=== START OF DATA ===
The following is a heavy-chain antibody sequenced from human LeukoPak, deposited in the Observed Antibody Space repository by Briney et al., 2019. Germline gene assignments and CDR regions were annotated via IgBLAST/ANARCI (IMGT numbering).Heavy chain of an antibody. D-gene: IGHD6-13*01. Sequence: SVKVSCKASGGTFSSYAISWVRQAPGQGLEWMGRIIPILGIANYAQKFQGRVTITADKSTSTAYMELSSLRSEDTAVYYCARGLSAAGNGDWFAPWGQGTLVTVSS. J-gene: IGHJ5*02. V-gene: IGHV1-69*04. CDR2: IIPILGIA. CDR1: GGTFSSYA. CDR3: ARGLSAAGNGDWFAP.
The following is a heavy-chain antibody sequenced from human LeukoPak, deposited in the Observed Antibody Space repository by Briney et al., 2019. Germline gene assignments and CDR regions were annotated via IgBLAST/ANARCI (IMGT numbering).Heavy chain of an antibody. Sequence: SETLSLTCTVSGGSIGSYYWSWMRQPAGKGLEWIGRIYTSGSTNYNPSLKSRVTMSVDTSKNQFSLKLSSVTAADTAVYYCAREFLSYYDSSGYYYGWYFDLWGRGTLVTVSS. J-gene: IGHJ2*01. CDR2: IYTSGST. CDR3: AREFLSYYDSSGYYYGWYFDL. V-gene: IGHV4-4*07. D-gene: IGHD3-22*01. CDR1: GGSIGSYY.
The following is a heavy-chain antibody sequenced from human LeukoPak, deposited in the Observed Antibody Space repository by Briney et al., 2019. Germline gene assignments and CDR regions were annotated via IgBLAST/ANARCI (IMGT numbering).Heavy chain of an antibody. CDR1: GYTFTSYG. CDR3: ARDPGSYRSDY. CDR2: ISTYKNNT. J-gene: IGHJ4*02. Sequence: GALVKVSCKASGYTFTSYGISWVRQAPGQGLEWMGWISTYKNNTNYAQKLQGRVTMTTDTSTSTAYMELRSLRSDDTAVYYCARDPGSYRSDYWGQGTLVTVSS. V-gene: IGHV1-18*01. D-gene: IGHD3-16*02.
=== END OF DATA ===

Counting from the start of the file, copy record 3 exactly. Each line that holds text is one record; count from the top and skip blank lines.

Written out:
The following is a heavy-chain antibody sequenced from human LeukoPak, deposited in the Observed Antibody Space repository by Briney et al., 2019. Germline gene assignments and CDR regions were annotated via IgBLAST/ANARCI (IMGT numbering).Heavy chain of an antibody. CDR1: GYTFTSYG. CDR3: ARDPGSYRSDY. CDR2: ISTYKNNT. J-gene: IGHJ4*02. Sequence: GALVKVSCKASGYTFTSYGISWVRQAPGQGLEWMGWISTYKNNTNYAQKLQGRVTMTTDTSTSTAYMELRSLRSDDTAVYYCARDPGSYRSDYWGQGTLVTVSS. V-gene: IGHV1-18*01. D-gene: IGHD3-16*02.